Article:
Twitter is a highly popular social media tool because of its unique approach to creating connections. Twitter lets small businesses connect with customers and potential buyers, promote new products, and bring traffic to an online store.
Best of all, Twitter is simple to use. Tweets – the messages you write and post – are limited to 140 characters (not words). You post a tweet and the people who “follow” you (those who’ve signed up to see your tweets) see what you post. If your followers like your tweet, they can “retweet” it, or post it in their Twitter stream to all of their followers – essentially forwarding your tweet. A single retweet from another business or person with a large following, especially a “favored tweet” that tells followers they thought your message was noteworthy, can potentially add dozens of new followers to your feed.
These tips can help you start building your business and boost foot traffic with Twitter:
Your goal is to get as many followers as possible, at least among the kinds of people who are likely to buy from you. The easiest way to start getting followers is to follow your current customers, other people in your community, and leaders in your industry. If you follow people or companies who in turn have large followings of your target customers, you have the potential to connect with those prospects through retweets or paid ads.
Another way to get followers is to promote your Twitter feed by adding the Twitter logo to your site and emails and to signage in your store. But ultimately your follower count will be driven by the quality and quantity of your Tweets, so if you commit to Twitter, be sure you can share content regularly.
A common reason people follow small businesses on Twitter is to get news about upcoming products. For instance, a tweet from a shoe store might describe new riding boots and include a link to the store’s website. The Tweet wording might be along these lines: “Just in! Black and tan leather boots with gold buckle: $150.” Or, if you run a small organic grocery store, you can let customers know when your next shipment of mangoes arrives so that they can buy them at the peak of freshness. Some bakeries even tweet when croissants are fresh out of the oven so nearby customers can get them while they are still warm. Talk about real-time marketing!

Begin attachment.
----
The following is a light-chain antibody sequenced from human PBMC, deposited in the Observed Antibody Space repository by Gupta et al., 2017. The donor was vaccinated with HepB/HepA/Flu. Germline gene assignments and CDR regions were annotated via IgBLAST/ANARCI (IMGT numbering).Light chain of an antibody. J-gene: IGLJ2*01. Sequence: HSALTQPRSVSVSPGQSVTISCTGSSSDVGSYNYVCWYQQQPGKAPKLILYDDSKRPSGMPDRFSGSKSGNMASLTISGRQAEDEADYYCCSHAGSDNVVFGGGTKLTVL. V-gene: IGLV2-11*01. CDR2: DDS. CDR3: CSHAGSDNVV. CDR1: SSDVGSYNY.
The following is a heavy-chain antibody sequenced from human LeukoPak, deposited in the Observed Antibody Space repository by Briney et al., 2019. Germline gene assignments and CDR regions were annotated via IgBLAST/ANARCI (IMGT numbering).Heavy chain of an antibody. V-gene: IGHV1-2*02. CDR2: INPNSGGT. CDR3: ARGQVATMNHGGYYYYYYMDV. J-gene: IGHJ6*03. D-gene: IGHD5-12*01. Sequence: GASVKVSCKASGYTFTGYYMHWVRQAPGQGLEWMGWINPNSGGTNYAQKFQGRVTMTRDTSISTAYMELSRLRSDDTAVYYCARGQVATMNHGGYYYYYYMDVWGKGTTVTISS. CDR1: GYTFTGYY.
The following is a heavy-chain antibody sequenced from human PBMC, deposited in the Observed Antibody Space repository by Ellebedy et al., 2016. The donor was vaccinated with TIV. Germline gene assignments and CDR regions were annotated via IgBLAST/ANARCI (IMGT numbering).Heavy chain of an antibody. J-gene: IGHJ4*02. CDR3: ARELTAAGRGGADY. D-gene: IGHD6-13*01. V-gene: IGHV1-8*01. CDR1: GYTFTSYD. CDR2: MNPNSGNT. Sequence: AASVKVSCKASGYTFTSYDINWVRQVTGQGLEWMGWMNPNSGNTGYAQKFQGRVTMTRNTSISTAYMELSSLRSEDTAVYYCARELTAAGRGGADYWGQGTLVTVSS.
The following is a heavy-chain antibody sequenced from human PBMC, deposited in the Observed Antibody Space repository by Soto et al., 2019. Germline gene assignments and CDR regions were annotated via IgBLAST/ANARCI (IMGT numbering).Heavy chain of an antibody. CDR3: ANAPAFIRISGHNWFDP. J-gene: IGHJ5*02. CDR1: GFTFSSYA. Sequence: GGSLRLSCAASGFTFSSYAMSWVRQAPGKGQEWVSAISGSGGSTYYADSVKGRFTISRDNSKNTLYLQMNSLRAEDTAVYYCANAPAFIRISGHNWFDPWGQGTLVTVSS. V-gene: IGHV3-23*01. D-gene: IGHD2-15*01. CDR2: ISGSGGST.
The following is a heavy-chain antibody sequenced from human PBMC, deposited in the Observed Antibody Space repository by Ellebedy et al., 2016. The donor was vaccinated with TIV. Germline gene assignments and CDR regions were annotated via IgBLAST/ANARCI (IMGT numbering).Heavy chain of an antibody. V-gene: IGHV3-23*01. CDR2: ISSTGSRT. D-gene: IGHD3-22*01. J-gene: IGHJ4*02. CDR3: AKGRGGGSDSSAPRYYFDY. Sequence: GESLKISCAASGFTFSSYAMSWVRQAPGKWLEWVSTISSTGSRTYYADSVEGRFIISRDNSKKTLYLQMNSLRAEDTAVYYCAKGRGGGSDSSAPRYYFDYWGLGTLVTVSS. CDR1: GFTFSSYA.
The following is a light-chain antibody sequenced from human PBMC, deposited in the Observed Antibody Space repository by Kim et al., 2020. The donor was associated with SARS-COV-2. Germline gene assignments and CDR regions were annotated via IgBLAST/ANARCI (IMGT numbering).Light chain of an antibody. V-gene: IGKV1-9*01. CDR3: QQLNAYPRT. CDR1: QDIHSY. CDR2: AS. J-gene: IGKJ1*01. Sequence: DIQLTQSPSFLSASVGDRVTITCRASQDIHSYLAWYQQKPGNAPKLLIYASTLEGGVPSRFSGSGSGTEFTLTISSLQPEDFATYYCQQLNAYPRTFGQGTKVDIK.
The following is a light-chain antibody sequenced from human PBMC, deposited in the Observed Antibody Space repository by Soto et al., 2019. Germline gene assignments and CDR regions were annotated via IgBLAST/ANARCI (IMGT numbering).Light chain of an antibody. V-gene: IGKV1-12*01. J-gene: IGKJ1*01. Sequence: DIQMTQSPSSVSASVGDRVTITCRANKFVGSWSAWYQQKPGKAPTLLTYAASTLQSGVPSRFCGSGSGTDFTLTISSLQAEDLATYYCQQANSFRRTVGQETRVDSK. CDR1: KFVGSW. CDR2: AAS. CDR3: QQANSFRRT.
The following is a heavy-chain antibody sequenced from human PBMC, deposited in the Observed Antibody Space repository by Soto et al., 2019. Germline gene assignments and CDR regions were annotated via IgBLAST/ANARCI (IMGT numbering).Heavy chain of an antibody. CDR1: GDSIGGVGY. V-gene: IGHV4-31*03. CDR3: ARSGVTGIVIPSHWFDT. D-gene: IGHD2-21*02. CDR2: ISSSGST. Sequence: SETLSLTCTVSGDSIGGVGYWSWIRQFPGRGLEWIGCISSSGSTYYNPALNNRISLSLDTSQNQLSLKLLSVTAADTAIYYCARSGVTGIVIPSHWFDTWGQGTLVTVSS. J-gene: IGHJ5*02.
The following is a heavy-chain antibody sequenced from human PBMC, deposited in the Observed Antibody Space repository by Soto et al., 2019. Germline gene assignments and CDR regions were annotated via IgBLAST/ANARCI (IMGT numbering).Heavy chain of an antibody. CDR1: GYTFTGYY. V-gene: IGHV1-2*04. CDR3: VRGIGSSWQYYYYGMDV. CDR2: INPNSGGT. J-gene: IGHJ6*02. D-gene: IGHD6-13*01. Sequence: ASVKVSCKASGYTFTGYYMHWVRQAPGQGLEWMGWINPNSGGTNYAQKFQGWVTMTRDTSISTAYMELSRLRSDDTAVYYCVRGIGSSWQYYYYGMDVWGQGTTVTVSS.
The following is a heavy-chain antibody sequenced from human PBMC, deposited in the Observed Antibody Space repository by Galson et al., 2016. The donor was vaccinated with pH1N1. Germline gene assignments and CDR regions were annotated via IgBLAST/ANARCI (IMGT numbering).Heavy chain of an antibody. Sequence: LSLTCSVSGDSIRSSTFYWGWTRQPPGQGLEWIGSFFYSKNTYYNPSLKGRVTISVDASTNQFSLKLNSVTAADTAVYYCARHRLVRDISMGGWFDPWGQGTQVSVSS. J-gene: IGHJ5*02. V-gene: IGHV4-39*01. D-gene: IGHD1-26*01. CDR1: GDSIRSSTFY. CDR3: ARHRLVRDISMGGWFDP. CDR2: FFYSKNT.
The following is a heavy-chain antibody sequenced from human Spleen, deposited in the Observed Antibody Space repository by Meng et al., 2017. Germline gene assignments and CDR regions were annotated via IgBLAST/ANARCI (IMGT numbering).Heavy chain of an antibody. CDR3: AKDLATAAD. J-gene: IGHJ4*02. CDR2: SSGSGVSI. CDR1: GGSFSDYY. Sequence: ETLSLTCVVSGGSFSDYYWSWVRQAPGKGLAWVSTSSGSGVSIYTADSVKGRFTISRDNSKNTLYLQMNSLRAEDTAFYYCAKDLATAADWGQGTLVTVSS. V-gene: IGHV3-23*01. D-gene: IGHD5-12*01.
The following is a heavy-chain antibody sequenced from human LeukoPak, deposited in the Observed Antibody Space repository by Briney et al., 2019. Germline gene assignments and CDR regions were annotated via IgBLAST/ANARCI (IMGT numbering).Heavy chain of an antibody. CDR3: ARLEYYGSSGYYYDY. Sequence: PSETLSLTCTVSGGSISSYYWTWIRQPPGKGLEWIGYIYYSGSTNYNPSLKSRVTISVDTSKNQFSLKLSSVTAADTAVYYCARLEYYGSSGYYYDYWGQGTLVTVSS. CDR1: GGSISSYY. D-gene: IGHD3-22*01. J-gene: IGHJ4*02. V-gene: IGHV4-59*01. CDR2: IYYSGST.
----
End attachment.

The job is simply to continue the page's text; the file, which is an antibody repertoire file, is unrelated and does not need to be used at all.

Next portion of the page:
Photos can help to tell your story and compel people to visit you. Did a celebrity wear a dress that you sell in your store? Include a link to the story and a picture of the dress, and invite people to stop by. Restaurants can tweet about seasonal items and include photos of beautifully prepared dishes.
Promotion of in-store events such as readings, wine tastings or trunk shows can also drive foot traffic. Tying a limited-time offer to the event can add urgency to your customers’ visits.
Establish your expertise
Everyone wants to buy from an expert. You can build your profile as a knowledgeable resource by tweeting information about your products or industry. For example, if you own an ice cream shop, you might tweet about how much is consumed every year in America, or the most popular flavor, or the craziest flavors you’ve concocted. A hair salon might tweet about how to create a hairstyle of the moment. Be careful to provide a mix of tweets, though; don’t just bludgeon your followers with facts. Twitter is a great way for your business to show its personality.
Have two-way conversations
Twitter can also help with customer service. First and foremost, you should respond quickly to all queries on your Twitter feed because this is important for keeping customers and prospects happy. Since Twitter is a very public tool, your responsiveness highlights your service orientation. Set a goal for Twitter response time and assign this responsibility to one person to maintain quality.
Twitter can also help with customer service by letting you broadcast, for example, that a shipment has been delayed, how your appointments are running, or other issues that your customers should know about. You can also reach out to customers individually via a Twitter direct message to ask for their feedback. For instance, if someone recently purchased an appliance, you could follow up with a tweet to ask if they need help setting it up or inquire about how well it is functioning.
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